The problem of degradation
Clare Grey from the University of Cambridge runs a degradation project, looking into lithium-ion battery cells containing high nickel-content NMC and graphite. ‘We’re trying to understand what the modes of degradation are. The particularly challenging thing is you can have degradation on the cathode, but the degradation products affect the anode, so you have to study the whole cell,’ she explains.
Nickel in an unstable oxidation state leads to a whole series of reactions. For example, reactive singlet oxygen ‘eats up’ the electrolyte to produce protons which then damage the protective coating on the anode, which, in turn, consumes more lithium ions.
The project uses a variety of techniques to study all the processes, including electron microscopy to look at surfaces and NMR spectroscopy to investigate what goes on inside the electrolyte. Using in situ NMR, the researchers can track lithium ions in real time. Another ‘nice experiment’ is to shine a light at a battery and do optical scattering. ‘We can watch the lithium ions going in and out of particles,’ says Clare.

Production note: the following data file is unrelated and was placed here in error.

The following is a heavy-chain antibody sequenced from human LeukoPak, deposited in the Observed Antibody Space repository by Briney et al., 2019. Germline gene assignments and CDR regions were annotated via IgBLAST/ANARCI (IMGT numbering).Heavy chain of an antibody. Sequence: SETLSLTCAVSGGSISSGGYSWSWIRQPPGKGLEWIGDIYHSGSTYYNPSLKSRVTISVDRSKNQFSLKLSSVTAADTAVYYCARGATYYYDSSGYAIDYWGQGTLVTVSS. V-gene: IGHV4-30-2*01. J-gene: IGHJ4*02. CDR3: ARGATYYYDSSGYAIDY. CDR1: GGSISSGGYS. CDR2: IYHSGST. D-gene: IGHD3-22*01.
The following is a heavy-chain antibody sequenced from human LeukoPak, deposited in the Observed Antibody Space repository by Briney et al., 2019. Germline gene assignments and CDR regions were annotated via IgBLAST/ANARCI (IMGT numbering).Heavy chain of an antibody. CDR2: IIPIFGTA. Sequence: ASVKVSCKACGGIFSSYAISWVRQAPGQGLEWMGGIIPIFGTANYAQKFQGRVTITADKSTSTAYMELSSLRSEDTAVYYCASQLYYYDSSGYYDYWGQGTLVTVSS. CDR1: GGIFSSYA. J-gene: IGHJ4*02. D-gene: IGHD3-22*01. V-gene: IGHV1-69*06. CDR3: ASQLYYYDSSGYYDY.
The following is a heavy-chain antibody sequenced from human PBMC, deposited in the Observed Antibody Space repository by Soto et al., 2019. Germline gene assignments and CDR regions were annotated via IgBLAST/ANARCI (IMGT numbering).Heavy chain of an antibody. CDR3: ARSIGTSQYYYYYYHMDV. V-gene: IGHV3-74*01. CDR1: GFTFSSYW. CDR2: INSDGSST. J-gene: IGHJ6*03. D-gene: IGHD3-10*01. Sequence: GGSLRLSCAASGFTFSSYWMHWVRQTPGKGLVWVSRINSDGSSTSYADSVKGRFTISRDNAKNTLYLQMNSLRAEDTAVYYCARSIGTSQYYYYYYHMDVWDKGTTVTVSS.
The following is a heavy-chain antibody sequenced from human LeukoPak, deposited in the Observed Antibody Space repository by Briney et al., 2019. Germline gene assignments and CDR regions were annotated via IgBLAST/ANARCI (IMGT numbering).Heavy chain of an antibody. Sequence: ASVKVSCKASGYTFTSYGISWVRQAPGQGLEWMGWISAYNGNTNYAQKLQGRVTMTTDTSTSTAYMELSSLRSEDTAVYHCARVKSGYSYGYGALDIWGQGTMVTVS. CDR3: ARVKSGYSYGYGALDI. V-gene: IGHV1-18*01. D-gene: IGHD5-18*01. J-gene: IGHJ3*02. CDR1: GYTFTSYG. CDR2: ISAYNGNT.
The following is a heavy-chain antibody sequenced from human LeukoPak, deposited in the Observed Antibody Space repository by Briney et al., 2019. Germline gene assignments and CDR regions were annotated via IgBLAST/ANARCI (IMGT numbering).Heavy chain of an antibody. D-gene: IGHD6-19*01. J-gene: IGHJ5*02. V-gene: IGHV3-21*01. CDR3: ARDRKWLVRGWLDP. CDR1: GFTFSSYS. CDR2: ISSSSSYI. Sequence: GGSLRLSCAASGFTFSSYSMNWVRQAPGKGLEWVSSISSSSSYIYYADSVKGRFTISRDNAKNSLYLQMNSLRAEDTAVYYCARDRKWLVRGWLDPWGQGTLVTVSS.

Worksheet, for age range 16–18
Use this resource to review electrochemistry and apply understanding to lithium-ion cells.
Download the student worksheet, teacher notes and answers from the Education in Chemistry website: rsc.li/3utr2o8
Lithium metal oxide batteries have reached maximum capacity when it comes to lithium shuttling, explains Clare. ‘We can almost pull all the lithium out and almost put it all into the graphite with very little irreversibility. If we really want to make batteries that have an impact, we have to make them last longer. Some of the challenges are with processes specific to particular chemistries and some are general. Each generation tends to bring along a new series of problems, and these nickel-rich materials with less cobalt are more prone to losing oxygen and electrolyte degradation.’